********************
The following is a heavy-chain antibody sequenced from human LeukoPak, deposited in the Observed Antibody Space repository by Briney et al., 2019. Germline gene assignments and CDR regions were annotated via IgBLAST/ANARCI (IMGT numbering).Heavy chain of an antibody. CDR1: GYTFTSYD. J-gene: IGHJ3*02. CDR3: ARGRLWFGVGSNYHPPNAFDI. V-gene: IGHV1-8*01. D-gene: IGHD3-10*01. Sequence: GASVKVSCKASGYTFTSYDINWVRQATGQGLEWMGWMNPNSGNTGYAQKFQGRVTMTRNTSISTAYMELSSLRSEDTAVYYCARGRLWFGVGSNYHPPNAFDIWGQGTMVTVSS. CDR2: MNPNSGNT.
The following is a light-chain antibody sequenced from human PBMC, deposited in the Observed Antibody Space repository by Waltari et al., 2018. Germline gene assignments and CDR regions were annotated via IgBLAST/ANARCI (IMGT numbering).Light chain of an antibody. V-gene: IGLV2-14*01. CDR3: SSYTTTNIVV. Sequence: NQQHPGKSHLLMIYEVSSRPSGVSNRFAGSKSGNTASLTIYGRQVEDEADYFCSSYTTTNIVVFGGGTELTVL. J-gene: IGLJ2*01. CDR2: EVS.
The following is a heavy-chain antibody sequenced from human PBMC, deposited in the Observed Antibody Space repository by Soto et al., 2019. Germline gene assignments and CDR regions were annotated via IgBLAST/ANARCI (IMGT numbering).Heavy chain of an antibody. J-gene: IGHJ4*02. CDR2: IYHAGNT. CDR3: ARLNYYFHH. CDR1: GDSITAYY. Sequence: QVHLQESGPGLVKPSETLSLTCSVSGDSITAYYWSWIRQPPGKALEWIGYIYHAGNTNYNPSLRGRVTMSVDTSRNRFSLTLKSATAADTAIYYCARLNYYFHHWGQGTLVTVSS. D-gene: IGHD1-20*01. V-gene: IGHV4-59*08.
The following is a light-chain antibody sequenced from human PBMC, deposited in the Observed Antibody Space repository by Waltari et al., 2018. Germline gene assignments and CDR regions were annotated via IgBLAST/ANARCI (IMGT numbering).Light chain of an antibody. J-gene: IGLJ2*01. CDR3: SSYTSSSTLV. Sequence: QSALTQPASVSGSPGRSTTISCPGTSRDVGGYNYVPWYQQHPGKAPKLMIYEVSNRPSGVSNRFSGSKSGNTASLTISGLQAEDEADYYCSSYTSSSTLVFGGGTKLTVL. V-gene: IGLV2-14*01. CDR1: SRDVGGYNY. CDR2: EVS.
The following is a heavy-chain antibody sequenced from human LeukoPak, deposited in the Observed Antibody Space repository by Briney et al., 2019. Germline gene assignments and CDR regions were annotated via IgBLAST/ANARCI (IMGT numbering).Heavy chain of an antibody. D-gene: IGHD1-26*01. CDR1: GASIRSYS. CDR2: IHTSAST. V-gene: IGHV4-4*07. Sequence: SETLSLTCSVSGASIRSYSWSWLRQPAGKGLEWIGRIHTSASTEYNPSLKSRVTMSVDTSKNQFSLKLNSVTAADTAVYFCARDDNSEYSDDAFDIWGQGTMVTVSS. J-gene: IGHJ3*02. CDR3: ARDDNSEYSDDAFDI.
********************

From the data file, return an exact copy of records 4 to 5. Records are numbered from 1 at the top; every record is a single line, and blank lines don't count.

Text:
The following is a light-chain antibody sequenced from human PBMC, deposited in the Observed Antibody Space repository by Waltari et al., 2018. Germline gene assignments and CDR regions were annotated via IgBLAST/ANARCI (IMGT numbering).Light chain of an antibody. J-gene: IGLJ2*01. CDR3: SSYTSSSTLV. Sequence: QSALTQPASVSGSPGRSTTISCPGTSRDVGGYNYVPWYQQHPGKAPKLMIYEVSNRPSGVSNRFSGSKSGNTASLTISGLQAEDEADYYCSSYTSSSTLVFGGGTKLTVL. V-gene: IGLV2-14*01. CDR1: SRDVGGYNY. CDR2: EVS.
The following is a heavy-chain antibody sequenced from human LeukoPak, deposited in the Observed Antibody Space repository by Briney et al., 2019. Germline gene assignments and CDR regions were annotated via IgBLAST/ANARCI (IMGT numbering).Heavy chain of an antibody. D-gene: IGHD1-26*01. CDR1: GASIRSYS. CDR2: IHTSAST. V-gene: IGHV4-4*07. Sequence: SETLSLTCSVSGASIRSYSWSWLRQPAGKGLEWIGRIHTSASTEYNPSLKSRVTMSVDTSKNQFSLKLNSVTAADTAVYFCARDDNSEYSDDAFDIWGQGTMVTVSS. J-gene: IGHJ3*02. CDR3: ARDDNSEYSDDAFDI.